(2191) Fregata andrewsi.
The Christmas Island Frigate-bird.
Fregata andrewsi Mathews, Austral Av. Record, ii, p. 110 (1914) Christmas Is.). Fregata artel Blanf. & Oates, iv, p. 338.
Vernacular names. None recorded.
Description. - Male. Whole plumage black, the feathers of the head, back and mantle very long, lanceolate and strongly glossed with metallic green ; anterior abdomen and flanks white; lesser wing-coverts edged with pale brown.
Colours of soft parts. Iris red; bill bluish-grey; gular skin, legs and feet red.
Measurements. culmen 127 to 180 mm.; wing 600 to 625 mm.; tail 375 to 400 mm.; middle toe 54 to 60 mm.; culmen 137 to 145 mm.; wing 635 to 643 mm.; tail 430 to 450 mm.; middle toe 60 mm.
Female differs from the male only in having the breast, abdomen and flanks pure white. Judging from the sexed specimens in the British Museum the wings of males and females have the measurements alike.
Young birds have the upper parts blackish, the centre of the back duller brown ; the feathers are short and rounded and have no gloss; the whole head, neck and breast are white, much suffused with rufous; there is a broad band of brown below the breast; abdomen white; vent, thigh-coverts and under tail-coverts black.
Distribution. Indian Ocean; breeding on Christmas Island, whilst immature specimens have been obtained on Assamba Island and Cocos Keeling Island.
Nidification. The Christmas Island Frigate-bird breeds in large colonies, making a rough nest of sticks and weeds, which it places either actually on the ground, or within a few inches of it in the scrubby growth on the shores above high-water mark. The eggs number one or two and are all pure white, in shape like those of the Gannet but without any chalky covering and decidedly more fragile. They measure about 70.4 x 50.4 mm. but a larger series than mine would probably give much smaller measurements.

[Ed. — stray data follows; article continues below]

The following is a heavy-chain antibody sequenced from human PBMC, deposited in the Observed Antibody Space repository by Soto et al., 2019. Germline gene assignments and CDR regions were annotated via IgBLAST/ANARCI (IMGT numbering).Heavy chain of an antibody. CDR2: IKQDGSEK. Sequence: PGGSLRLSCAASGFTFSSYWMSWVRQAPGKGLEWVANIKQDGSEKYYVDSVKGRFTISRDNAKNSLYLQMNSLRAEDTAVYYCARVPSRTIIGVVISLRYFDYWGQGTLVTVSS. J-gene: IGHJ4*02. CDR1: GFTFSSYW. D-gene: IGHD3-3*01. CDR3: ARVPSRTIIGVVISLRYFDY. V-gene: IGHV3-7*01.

The breeding-season seems to be April.
The birds sit very close and snap at anyone disturbing them but do not eject fluid in the unpleasant way the Petrels do.
Habits. Frigate-birds in their manner of feeding resemble the Skuas, bullying Gulls and Terns and making them give up freshly-caught fish and disgorge those they have swallowed, catching the rejected article before it has time to fall into the sea. At other times they evidently feed themselves, as their stomachs have been found to contain the remains of crabs, Crustacea of other kinds arid certain food on which their victims do not normally feed. Their power of flight is wonderful and it is but seldom they are seen to rest on land or sea. though, of course, they are fine swimmers when necessary. Their ordinary call is a loud, fierce croak.